For months after Rick Lehrer sold his share of his insurance company to a business partner, he kept showing up at the office three, sometimes four days a week wearing a designer suit, along with a great tie and a starched shirt.

A baby boomer who was accustomed to long hours at the office, Lehrer, now 76, didn’t — and still doesn’t — like the word retired. “I was in denial,” he said about his halfhearted attempt to retire in January 2019. “I was officially retired but I really did not announce it in a way that I should have.”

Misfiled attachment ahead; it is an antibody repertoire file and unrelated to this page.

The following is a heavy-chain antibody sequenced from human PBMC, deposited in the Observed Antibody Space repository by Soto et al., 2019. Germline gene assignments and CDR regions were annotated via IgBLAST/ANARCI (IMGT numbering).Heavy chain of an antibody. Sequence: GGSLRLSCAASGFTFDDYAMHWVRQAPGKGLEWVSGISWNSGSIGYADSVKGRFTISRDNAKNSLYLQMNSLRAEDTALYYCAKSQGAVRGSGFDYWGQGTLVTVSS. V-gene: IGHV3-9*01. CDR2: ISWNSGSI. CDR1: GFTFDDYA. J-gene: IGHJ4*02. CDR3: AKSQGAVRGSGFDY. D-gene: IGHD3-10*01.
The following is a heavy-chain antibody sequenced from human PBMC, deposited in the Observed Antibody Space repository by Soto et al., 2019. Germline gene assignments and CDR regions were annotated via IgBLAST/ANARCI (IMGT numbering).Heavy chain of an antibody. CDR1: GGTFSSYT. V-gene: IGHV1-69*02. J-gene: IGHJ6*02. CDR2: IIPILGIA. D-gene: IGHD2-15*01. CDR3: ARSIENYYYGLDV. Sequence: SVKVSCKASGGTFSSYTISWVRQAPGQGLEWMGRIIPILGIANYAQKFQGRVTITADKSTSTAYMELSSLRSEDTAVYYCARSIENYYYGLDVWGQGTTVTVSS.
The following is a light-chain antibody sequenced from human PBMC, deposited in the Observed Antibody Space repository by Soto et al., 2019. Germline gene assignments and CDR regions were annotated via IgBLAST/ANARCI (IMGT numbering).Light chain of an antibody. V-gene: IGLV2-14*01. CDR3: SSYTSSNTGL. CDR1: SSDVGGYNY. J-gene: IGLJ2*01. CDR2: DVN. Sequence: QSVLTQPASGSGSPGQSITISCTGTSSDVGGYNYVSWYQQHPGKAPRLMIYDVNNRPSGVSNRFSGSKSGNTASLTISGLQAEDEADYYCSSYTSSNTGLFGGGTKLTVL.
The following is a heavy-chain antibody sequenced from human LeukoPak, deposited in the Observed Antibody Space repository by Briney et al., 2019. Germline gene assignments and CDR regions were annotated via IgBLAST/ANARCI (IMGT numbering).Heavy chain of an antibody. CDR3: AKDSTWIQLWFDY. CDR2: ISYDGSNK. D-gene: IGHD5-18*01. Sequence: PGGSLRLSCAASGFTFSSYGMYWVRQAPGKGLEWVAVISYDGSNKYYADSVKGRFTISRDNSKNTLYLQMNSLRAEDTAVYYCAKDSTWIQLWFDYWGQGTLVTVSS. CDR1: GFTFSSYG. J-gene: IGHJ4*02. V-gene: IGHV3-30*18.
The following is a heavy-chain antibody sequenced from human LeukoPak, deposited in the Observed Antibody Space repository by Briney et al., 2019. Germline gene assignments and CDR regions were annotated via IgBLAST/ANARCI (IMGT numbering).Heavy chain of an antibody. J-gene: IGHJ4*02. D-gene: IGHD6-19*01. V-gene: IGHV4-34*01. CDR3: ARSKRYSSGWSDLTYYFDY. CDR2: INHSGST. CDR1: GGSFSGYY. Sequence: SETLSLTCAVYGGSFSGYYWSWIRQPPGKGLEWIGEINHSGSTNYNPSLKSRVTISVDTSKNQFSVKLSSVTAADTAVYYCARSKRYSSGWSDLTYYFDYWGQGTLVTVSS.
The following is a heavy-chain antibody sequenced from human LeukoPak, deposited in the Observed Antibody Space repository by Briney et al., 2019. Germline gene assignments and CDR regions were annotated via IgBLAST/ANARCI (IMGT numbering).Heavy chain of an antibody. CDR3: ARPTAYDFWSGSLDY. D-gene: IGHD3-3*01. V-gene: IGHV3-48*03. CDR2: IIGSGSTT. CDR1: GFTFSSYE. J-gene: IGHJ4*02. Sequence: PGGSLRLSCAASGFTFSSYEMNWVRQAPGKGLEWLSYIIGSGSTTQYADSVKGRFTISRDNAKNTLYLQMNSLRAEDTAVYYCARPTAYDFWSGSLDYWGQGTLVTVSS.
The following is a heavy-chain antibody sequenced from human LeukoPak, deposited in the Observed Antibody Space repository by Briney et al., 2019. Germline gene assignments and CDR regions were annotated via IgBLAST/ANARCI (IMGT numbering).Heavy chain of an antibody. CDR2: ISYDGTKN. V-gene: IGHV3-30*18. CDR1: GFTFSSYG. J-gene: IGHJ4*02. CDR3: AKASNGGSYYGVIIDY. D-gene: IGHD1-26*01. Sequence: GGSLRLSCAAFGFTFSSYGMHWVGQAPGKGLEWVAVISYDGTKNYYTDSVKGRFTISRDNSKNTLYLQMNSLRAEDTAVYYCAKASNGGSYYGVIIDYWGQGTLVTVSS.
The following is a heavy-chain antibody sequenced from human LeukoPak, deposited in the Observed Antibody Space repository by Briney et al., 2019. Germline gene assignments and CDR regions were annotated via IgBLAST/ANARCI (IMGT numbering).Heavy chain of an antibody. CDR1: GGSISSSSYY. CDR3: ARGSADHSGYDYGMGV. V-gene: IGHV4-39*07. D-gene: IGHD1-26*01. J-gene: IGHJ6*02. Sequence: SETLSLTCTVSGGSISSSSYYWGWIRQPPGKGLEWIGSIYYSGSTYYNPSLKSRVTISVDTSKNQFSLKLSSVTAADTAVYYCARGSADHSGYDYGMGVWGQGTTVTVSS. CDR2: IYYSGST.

Lehrer’s reluctance to leave made for some confusing office dynamics with his designated successor, Art Grutt, who had come on board in 2006 with the understanding that he would take over 15 years later, when Lehrer turned 75.

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